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Research Article  |   March 2002
Cognitive Impairment After Unilateral Hemispheric Injury of Congenital or Adult Origin
Author Affiliations
  • Sandra L. Rogers, PhD, OTR, is Assistant Professor, Occupational Therapy Division, The Ohio State University, Atwell Hall, Room 406B, 1583 Perry Street, Columbus, Ohio 43210-1262; rogers.308@osu.edu
  • Christopher L. Coe, PhD, is W. B. Cannon Professor of BioPsychology, Department of Psychology, University of Wisconsin–Madison
  • Kara Hartke, is Student, Occupational Therapy Division, The Ohio State University, Columbus, Ohio
Article Information
Neurologic Conditions / Pediatric Evaluation and Intervention / Stroke / Traumatic Brain Injury / General
Research Article   |   March 2002
Cognitive Impairment After Unilateral Hemispheric Injury of Congenital or Adult Origin
American Journal of Occupational Therapy, March/April 2002, Vol. 56, 191-201. doi:10.5014/ajot.56.2.191
American Journal of Occupational Therapy, March/April 2002, Vol. 56, 191-201. doi:10.5014/ajot.56.2.191
Abstract

OBJECTIVE. The purpose of this study was to assess and compare cognitive functioning in adults with unilateral hemispheric injury due to either congenital damage or an ischemic event in young adulthood.

METHOD. Adults with cerebral palsy resulting from left hemispheric brain damage were compared with adults who had a unilateral stroke in either the left or the right hemisphere. Our primary interest was to determine the impact on hemispheric dominance as revealed by dichotic listening, a task that assesses the bias for preferential listening and processing of sounds. Performance also was determined on a language-related task (word finding) and a spatial task (dot localization).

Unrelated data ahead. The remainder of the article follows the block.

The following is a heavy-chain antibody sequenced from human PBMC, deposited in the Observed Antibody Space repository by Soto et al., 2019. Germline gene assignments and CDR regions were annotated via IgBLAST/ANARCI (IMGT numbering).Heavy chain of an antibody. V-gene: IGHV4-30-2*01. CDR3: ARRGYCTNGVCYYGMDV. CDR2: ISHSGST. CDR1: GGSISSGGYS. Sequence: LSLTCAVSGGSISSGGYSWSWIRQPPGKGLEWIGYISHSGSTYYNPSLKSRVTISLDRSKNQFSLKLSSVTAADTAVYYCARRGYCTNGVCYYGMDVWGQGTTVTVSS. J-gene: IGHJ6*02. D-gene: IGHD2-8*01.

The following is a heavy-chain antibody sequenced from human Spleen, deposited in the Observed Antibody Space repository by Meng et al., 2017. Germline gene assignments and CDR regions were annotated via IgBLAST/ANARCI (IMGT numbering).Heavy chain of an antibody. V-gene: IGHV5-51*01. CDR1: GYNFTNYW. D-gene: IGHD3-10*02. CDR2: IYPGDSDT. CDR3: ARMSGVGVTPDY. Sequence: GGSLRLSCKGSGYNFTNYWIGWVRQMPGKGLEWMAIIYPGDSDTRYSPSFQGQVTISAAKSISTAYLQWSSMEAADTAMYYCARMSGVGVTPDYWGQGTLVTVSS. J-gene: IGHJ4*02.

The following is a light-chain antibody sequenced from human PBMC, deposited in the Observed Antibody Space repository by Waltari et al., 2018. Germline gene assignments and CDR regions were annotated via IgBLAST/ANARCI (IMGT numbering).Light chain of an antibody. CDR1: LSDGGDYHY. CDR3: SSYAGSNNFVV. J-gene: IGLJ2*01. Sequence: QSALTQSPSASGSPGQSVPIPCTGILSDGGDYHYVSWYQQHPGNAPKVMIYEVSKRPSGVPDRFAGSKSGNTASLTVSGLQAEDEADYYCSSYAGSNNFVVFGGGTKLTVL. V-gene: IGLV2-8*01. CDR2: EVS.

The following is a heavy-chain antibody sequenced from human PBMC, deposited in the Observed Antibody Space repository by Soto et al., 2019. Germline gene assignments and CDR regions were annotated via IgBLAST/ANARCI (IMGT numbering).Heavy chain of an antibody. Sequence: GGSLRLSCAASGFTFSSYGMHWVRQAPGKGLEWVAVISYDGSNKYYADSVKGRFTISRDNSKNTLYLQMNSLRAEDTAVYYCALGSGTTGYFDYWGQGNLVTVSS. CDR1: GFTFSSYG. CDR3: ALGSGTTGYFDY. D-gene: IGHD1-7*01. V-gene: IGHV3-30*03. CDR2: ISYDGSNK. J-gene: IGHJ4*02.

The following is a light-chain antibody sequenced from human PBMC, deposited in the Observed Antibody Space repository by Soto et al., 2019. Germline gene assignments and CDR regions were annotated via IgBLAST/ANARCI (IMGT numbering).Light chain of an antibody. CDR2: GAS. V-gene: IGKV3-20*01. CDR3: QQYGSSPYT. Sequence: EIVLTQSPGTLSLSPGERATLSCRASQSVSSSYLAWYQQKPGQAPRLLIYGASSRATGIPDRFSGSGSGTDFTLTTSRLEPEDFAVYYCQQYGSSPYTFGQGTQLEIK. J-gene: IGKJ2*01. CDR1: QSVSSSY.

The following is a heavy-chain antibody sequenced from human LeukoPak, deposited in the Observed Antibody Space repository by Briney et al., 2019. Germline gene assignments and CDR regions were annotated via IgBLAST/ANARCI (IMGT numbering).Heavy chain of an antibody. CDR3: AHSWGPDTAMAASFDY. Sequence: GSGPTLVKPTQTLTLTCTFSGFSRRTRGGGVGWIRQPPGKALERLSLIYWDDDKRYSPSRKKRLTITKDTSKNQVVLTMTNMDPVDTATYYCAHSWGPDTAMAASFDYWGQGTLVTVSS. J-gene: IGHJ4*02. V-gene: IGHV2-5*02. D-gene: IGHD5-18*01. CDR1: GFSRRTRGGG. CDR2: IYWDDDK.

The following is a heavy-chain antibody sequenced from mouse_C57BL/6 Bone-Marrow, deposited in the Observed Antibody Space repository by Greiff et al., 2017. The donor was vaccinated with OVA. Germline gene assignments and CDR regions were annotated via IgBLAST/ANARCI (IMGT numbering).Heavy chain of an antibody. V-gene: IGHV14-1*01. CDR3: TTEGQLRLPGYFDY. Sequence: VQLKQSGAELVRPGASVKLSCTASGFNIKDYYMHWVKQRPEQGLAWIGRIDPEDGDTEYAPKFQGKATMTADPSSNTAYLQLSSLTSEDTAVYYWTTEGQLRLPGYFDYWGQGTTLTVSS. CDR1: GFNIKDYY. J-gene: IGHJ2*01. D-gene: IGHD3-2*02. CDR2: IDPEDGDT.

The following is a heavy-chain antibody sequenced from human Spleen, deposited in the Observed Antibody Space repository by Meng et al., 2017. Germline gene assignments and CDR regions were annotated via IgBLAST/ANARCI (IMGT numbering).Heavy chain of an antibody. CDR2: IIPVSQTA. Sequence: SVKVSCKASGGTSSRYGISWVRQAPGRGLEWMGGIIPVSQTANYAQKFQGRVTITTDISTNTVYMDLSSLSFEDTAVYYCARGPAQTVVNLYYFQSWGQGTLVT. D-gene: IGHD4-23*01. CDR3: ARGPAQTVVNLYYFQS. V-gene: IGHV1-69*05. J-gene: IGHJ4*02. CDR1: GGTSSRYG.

RESULTS. Scores on the Quick Neurological Screening Test indicated that all participants demonstrated significant neuromotor deficits, whereas scores on the Barthel Index indicated that the participants were functional in basic activities of daily living. On cognitive assessments, healthy control participants demonstrated a pronounced left-hemisphere dominance and right-ear advantage; participants with injury to the left hemisphere showed a strong shift toward a right-hemisphere and left-ear dominance. In particular, injury of congenital origin appeared to foster this neural reorganization and localization of language-related functions into the healthy hemisphere. This shift was associated with a deterioration of performance on both the language and the spatial tasks.

CONCLUSION. The importance of appreciating subtle deficits after unilateral injury is important in therapy. The dichotic listening test may provide a simple and useful means for evaluating persistent unilateral brain dysfunction in the clinical setting.